Don't undo ballot measures

Sup. Scott Wiener's proposal to allow the supervisors to amend (or, in theory, abolish) laws passed by the voters is a bad idea

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EDITORIAL The California initiative process is broken. The state's too big, and it costs too much to gather signatures and mount a media campaign for or against a ballot measure.

But in San Francisco, the initiative process has traditionally been, and for the most part continues to be, a check on corrupt or ineffective political leaders and a chance for progressive reforms that can't make it through City Hall. That's why Sup. Scott Wiener's proposal to allow the supervisors to amend (or, in theory, abolish) laws passed by the voters is a bad idea.

Since 1968, the San Francisco voters have approved 96 ordinances; that's an average of about two a year. Obviously the pace has picked up since the 1970s. In 2008, there were eight measures approved; in 2010 there were four. The length and complexity of the ballot makes it appear that the supervisors aren't doing their work, Wiener says. He notes that when he was campaigning, one of the most common complaints was that the voters were being asked to decide too many things that should have been handled at City Hall.

Some of that is the result of an unwieldy City Charter. Benefits for police and firefighters, for example, are specified in the charter, and any change needs voter approval. Wiener's measure, aimed only at initiatives and not charter amendments, wouldn't change that situation.

But some of it relates to the political alignments in San Francisco. For much of the past decade, the supervisors and the mayor were at odds over major issues. The mayor couldn't get his (bad) proposals, like a ban on sitting on the sidewalks, through the board, and the progressives couldn't get their proposals past a mayoral veto. So both sides went directly to the voters.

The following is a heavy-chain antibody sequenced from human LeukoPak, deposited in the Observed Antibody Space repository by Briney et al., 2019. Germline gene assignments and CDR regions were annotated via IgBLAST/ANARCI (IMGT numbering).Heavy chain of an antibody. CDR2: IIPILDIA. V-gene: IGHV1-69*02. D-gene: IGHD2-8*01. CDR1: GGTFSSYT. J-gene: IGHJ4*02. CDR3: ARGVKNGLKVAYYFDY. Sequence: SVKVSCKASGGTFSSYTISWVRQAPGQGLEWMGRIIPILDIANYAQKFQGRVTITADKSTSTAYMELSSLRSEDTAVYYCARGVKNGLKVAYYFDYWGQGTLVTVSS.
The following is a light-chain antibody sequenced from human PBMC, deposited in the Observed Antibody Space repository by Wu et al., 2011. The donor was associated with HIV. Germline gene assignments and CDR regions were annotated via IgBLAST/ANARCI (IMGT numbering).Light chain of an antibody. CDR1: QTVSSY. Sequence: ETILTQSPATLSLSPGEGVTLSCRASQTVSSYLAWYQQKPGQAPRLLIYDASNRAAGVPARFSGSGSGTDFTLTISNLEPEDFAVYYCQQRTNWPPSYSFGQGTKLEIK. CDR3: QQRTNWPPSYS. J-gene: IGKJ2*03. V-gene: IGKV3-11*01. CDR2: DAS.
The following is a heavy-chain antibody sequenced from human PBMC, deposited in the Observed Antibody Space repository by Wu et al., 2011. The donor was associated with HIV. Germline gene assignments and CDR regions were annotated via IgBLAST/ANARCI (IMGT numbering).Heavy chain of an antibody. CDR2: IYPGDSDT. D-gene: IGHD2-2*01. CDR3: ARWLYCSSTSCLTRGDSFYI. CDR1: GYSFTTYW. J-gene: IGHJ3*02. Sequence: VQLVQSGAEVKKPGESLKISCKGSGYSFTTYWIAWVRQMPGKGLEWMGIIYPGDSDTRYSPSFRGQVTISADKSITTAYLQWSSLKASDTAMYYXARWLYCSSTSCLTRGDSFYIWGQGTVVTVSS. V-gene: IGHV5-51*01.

That's a lot better than the paralysis we're seeing in Sacramento. At least the issues are getting decided.

And over the years, some of the most important legislation in San Francisco — growth controls, tenant protections, protections for children's programs, the city's landmark open-government law — has come through ballot initiatives. The only way public power advocates have been able to get the issue on the agenda has been through ballot initiatives.

Those were issues that generations of supervisors and mayors wouldn't take on — the developers and landlords and secrecy lobbyists and Pacific Gas and Electric Co. had too much power at City Hall. And those protections for the public, the environment, and the most vulnerable residents only survive today because they're set in law and can't easily be changed.

If Wiener's measure has been in effect a decade ago, for example, Proposition M — the 1986 law that set neighborhood planning priorities and limits on office development, would have been summarily scrapped by Mayor Willie Brown and a pro-developer board. Key rent-control laws would have been repealed or amended to death. The ban on buildings that cast shadows on parks would be gone. Killing the Sunshine Ordinance would have been Brown's first act.

Today's district-elected board is far more accountable to the voters — but there's hardly a reliable progressive majority. And the point of ballot initiatives is that you can't predict who will control City Hall next year, or in 10 years.

We don't think the initiative process in San Francisco is out of control. Sure, big money wins the day too often — but on balance, it's a check that the Board of Supervisors should leave alone.

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